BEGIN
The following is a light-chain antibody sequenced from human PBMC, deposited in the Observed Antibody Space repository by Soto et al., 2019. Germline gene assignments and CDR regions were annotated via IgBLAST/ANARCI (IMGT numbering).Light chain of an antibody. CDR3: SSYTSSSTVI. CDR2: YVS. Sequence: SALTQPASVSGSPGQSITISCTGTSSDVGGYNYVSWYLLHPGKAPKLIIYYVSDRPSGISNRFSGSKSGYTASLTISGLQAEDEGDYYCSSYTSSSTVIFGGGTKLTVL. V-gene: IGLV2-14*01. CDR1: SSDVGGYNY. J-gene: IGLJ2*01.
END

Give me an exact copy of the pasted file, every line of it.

The following is a light-chain antibody sequenced from human PBMC, deposited in the Observed Antibody Space repository by Soto et al., 2019. Germline gene assignments and CDR regions were annotated via IgBLAST/ANARCI (IMGT numbering).Light chain of an antibody. CDR3: SSYTSSSTVI. CDR2: YVS. Sequence: SALTQPASVSGSPGQSITISCTGTSSDVGGYNYVSWYLLHPGKAPKLIIYYVSDRPSGISNRFSGSKSGYTASLTISGLQAEDEGDYYCSSYTSSSTVIFGGGTKLTVL. V-gene: IGLV2-14*01. CDR1: SSDVGGYNY. J-gene: IGLJ2*01.